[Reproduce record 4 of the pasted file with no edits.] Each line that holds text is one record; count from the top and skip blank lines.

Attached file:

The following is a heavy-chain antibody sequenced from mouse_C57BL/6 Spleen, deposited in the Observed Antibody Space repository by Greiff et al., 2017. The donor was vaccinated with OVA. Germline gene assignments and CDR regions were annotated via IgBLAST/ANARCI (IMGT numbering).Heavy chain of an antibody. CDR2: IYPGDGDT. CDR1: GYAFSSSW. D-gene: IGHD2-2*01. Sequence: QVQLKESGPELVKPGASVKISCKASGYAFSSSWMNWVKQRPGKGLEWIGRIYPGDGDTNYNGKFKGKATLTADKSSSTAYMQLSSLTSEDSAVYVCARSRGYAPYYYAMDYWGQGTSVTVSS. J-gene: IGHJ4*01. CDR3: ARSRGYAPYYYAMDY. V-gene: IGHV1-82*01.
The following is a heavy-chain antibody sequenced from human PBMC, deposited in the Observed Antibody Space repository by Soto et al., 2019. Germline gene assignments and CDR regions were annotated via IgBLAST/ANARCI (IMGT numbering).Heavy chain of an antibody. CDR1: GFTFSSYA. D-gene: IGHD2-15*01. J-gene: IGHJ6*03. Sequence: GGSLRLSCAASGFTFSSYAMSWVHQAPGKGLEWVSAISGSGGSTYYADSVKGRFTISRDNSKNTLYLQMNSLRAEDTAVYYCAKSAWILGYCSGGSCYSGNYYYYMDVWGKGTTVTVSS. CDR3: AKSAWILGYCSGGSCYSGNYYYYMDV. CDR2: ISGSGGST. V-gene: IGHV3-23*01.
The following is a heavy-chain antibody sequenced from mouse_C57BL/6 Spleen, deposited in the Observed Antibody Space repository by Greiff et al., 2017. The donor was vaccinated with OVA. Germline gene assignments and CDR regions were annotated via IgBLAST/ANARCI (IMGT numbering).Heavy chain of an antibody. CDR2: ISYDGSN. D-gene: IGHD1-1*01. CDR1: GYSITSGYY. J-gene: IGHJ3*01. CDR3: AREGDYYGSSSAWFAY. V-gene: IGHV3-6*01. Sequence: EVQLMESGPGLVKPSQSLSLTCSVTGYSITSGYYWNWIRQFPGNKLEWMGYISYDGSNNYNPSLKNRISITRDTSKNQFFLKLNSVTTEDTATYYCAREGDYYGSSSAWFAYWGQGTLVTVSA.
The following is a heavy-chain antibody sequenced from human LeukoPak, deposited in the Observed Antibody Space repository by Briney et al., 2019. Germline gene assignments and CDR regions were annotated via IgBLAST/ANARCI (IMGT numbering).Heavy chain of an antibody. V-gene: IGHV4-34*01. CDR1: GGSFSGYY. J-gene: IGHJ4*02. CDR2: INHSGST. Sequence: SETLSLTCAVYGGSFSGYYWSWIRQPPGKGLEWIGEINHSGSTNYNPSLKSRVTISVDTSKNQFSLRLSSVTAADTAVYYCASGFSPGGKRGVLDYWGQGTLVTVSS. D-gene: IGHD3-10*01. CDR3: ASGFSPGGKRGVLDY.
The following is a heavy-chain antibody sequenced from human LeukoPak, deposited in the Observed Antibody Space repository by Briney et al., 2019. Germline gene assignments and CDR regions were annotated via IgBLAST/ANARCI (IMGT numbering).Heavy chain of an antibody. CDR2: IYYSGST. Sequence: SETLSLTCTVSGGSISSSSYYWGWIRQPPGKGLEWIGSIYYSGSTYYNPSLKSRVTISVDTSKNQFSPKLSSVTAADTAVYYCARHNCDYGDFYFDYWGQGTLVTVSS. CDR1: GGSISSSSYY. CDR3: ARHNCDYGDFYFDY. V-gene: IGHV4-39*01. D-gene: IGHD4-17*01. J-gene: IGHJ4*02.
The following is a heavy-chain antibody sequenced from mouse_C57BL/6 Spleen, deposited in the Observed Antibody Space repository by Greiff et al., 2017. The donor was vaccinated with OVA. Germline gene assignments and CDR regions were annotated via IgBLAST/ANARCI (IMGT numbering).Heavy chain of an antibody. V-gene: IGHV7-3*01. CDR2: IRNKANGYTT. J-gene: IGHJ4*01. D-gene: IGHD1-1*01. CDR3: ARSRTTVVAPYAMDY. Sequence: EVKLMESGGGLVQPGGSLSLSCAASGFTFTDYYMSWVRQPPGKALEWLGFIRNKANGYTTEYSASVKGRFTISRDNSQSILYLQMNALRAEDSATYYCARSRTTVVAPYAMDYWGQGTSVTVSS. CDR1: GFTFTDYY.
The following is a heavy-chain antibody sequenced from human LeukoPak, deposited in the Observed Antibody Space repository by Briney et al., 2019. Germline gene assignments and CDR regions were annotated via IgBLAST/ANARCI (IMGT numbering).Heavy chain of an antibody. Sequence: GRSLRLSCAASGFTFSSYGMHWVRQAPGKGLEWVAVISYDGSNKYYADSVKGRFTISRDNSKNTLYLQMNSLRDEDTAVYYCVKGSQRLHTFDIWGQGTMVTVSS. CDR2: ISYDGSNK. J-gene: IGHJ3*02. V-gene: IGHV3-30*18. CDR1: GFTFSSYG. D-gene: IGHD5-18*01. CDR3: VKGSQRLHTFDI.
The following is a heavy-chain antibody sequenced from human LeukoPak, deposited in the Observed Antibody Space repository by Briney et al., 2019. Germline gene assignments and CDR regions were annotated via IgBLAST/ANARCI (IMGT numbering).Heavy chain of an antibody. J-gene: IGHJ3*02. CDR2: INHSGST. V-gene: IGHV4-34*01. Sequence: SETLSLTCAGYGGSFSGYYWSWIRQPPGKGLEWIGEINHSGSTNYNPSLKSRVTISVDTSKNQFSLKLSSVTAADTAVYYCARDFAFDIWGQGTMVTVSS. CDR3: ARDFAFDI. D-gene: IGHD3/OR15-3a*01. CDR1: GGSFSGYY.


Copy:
The following is a heavy-chain antibody sequenced from human LeukoPak, deposited in the Observed Antibody Space repository by Briney et al., 2019. Germline gene assignments and CDR regions were annotated via IgBLAST/ANARCI (IMGT numbering).Heavy chain of an antibody. V-gene: IGHV4-34*01. CDR1: GGSFSGYY. J-gene: IGHJ4*02. CDR2: INHSGST. Sequence: SETLSLTCAVYGGSFSGYYWSWIRQPPGKGLEWIGEINHSGSTNYNPSLKSRVTISVDTSKNQFSLRLSSVTAADTAVYYCASGFSPGGKRGVLDYWGQGTLVTVSS. D-gene: IGHD3-10*01. CDR3: ASGFSPGGKRGVLDY.